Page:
Mohammed Soliman is Director, Strategic Technologies and Cyber Security Programme at the Middle East Institute in Washington
Mohammed Soliman is the Director, Strategic Technologies and Cyber Security Programme at the Middle East Institute in Washington. He cemented his status as a strategist and foreign policy thinker when he articulated the case for an Indo-Abrahamic geopolitical framework encompassing India, Israel, and the UAE (and later Egypt, Saudi Arabia and the Gulf states) to create a balance of power in the larger West Asian region. Soliman’s construct was widely embraced by members of the foreign policy community, culminating in Secretary Blinken’s October 2021 meeting with the foreign ministers of India, Israel, and the UAE (officially launching the I2U2 Group).
In this interview with Aditi Bhaduri, Soliman discusses the upcoming visit of Egyptian President Mohammed El Sisi to India as the Chief Guest for the country’s 2023 Republic Day celebrations and the growing India-Egypt bilateral ties, the implications for the India and the Middle East and North Africa (MENA) region.
IN: What are the main drivers of India and Egypt’s collaboration? Why are we suddenly seeing an upswing in bilateral relations?
Soliman: Egypt and India enjoy many strong connections: Both have similar conceptions of national identity and history (being self-proclaimed “civilizational states”), exercise a large degree of regional dominance, and have lofty geopolitical aspirations. However, these commonalities did not yield strong relations since the end of the Cold War, but with the Indo-Abrahamic Framework, we are already starting to see this change. Increased cooperation on key issues such as health, food security, and national and regional security signals both nations’ interest in pursuing further collaboration.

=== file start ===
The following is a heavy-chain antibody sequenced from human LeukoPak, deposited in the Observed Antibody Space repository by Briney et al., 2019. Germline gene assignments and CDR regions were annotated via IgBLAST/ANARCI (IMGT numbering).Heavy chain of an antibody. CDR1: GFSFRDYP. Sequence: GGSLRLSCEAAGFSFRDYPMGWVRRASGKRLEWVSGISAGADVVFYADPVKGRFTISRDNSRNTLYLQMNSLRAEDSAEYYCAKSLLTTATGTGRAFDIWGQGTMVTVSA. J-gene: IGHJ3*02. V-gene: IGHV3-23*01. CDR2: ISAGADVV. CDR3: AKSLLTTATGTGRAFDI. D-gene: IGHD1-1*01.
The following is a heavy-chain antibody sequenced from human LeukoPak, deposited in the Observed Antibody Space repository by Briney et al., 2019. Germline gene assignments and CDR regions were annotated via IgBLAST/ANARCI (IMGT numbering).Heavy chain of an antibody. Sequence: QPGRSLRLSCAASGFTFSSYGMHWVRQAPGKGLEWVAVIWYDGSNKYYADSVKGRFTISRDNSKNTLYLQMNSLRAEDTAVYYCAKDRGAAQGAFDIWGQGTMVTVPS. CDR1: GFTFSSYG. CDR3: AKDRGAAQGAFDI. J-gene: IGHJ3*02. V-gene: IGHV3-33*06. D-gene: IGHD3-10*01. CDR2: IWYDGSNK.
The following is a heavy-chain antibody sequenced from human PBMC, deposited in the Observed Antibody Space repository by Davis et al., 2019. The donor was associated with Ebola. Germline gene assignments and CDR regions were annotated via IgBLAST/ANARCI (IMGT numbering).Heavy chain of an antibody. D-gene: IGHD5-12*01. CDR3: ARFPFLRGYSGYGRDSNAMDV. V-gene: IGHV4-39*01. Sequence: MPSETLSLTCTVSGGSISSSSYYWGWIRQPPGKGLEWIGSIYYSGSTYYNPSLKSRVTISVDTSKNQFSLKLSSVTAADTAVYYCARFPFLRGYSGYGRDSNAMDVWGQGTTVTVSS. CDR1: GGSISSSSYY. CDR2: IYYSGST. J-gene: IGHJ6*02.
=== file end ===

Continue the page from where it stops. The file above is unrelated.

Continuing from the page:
Two outstanding years of the historic #AbrahamAccords🕊
— Naor Gilon (@NaorGilon) September 15, 2022
IN: What are the major areas of collaboration?
Soliman: With Egypt attending Republic Day at India’s invitation and further meetings at the Heads of State Summit in Delhi, we can expect many issues to be on the table, including the revival of the Cairo-Delhi axis, the consolidation of West Asia, and the construction of a third pole within international politics. Additionally, diplomatic, economic, and military ties are expected to continue to grow.
IN: What does Cairo-Delhi axis imply and how can growing Egypt-India ties “consolidate West Asia”?
Soliman: West Asia is the convergence of the Middle East and South Asia. However, West Asia does not have a broader political entity to bring states together. As a next step towards institutionalizing this West Asian system, the outer states should be brought together — Egypt and India as the Western and Eastern ends respectively. They can cooperate on everything from trade to joint industrial initiatives and diplomatic and political coordination. This is the strategic case for stronger Egypt-India bilateral relations or the “Cairo-Delhi Axis.”
IN: What exactly do Arab states like Egypt expect or want from India? In other words what can India offer the MENA region?